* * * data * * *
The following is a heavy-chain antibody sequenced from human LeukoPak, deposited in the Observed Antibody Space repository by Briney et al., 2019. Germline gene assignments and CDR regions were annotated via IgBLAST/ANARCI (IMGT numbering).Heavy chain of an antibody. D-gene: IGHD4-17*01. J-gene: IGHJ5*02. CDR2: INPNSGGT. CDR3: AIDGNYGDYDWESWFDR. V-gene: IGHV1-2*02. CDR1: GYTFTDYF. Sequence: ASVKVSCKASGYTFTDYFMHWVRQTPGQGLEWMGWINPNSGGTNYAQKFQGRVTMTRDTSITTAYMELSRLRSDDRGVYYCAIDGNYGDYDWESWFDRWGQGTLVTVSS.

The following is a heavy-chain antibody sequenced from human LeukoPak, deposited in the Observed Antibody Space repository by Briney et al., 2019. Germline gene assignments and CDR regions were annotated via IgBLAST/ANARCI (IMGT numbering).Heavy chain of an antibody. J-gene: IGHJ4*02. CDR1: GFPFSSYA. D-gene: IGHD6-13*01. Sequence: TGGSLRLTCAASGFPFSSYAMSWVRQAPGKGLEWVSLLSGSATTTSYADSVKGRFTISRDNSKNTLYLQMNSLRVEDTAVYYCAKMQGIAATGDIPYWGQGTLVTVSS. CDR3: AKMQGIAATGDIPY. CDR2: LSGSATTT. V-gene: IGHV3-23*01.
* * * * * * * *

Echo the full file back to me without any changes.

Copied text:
The following is a heavy-chain antibody sequenced from human LeukoPak, deposited in the Observed Antibody Space repository by Briney et al., 2019. Germline gene assignments and CDR regions were annotated via IgBLAST/ANARCI (IMGT numbering).Heavy chain of an antibody. D-gene: IGHD4-17*01. J-gene: IGHJ5*02. CDR2: INPNSGGT. CDR3: AIDGNYGDYDWESWFDR. V-gene: IGHV1-2*02. CDR1: GYTFTDYF. Sequence: ASVKVSCKASGYTFTDYFMHWVRQTPGQGLEWMGWINPNSGGTNYAQKFQGRVTMTRDTSITTAYMELSRLRSDDRGVYYCAIDGNYGDYDWESWFDRWGQGTLVTVSS.

The following is a heavy-chain antibody sequenced from human LeukoPak, deposited in the Observed Antibody Space repository by Briney et al., 2019. Germline gene assignments and CDR regions were annotated via IgBLAST/ANARCI (IMGT numbering).Heavy chain of an antibody. J-gene: IGHJ4*02. CDR1: GFPFSSYA. D-gene: IGHD6-13*01. Sequence: TGGSLRLTCAASGFPFSSYAMSWVRQAPGKGLEWVSLLSGSATTTSYADSVKGRFTISRDNSKNTLYLQMNSLRVEDTAVYYCAKMQGIAATGDIPYWGQGTLVTVSS. CDR3: AKMQGIAATGDIPY. CDR2: LSGSATTT. V-gene: IGHV3-23*01.